Earth Sciences and GIS


“Essentials of HPC for new users: A practical example using hydrological models”

Webinar (2023-Oct-31) by Marcos Cunha-Cordeiro & Befekadu Woldegiorgis

Researchers from a variety of disciplines in natural sciences are becoming increasingly interested in High-Performance Computing (HPC). However, factors such as lack of know-how and apparently steep learning curve can hinder new users from moving into HPC. Adopting a workflow to run jobs, monitor their status, and postprocess their outputs can be challenging for new users or for those who have limited experience. This webinar tries to alleviate this issue by illustrating common steps typically required to run jobs in HPC environments. Using a simple yet real hydrological modelling example, the demonstration consists of running a parallel FORTRAN application using R, as well as retrieving and summarizing its results in the Cedar Cluster. The presentation demonstrates a practical workflow that encompasses:

  • preparing submission scripts,
  • testing parallel-computation jobs before submission,
  • debugging parallel-computation jobs that return an error, and
  • monitoring single or multiple jobs running at a time.

  • PDF slides
  • Sample R code

“Advanced GIS mapping in R”

Webinar (2021-Feb-03) by Marie-Hélène Burle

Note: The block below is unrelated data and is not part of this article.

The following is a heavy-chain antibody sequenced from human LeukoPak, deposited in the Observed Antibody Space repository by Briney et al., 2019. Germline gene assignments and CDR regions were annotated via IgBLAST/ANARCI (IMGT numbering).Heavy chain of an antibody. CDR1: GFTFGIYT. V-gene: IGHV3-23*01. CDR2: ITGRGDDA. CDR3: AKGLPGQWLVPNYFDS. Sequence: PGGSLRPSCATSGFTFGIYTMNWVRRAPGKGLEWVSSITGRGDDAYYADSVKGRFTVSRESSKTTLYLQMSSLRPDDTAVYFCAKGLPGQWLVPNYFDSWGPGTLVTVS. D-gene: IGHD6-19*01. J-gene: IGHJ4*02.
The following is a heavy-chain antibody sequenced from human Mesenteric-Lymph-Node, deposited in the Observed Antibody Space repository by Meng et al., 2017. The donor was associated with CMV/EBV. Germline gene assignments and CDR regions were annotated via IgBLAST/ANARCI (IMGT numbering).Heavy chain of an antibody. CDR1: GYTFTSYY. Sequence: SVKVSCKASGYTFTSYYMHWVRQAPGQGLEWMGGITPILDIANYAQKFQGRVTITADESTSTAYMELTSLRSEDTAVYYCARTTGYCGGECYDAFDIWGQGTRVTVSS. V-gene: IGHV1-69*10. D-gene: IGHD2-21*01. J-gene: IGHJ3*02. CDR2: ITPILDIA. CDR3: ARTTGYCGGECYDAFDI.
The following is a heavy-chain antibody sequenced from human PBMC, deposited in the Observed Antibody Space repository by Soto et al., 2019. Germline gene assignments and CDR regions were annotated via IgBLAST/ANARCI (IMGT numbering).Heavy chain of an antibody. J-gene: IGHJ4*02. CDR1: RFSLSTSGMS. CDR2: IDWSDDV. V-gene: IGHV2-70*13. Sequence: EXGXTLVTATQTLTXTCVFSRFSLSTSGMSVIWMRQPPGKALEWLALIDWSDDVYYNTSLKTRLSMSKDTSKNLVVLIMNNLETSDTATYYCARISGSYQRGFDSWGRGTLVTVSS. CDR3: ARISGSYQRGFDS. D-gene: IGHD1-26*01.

In this webinar we show how to create inset maps, faceted maps, animated maps, interactive mapping applications, cartograms, raster maps, and bridge over from R to QGIS with packages sf, tmap, raster, leaflet, shiny, ggplot2, ggmap, grid, mapview, cartogram, and qgisprocess.

“Basics of GIS mapping in R”

Webinar (2020-Dec-09) by Marie-Hélène Burle

In this webinar, we introduce simple GIS tasks as well as map production in R using the packages sf and tmap.

“Geospatial analysis with HPC”

Webinar (2019-Dec-11) by Ian Percel

This webinar provides an introduction to basic tools of spatial data analysis and modelling that are available as open source libraries in Python. It consists of two parts: GeoPandas and the parallelization of spatial joins.

The first portion of the talk introduces the core API of GeoPandas and emphasizes how it can be used to link relational data structures to geometric objects that represent spatial subsets. This includes a brief introduction to loading data from geodatabases, mapping, aggregating, spatial filtering, and simple spatial joins. The second portion of the talk focuses on how to implement parallel versions of spatial join operations. This examines alternatives that have been developed in the data science community for providing more efficient handling of GEOS pointers and subclassing Dask DataFrames.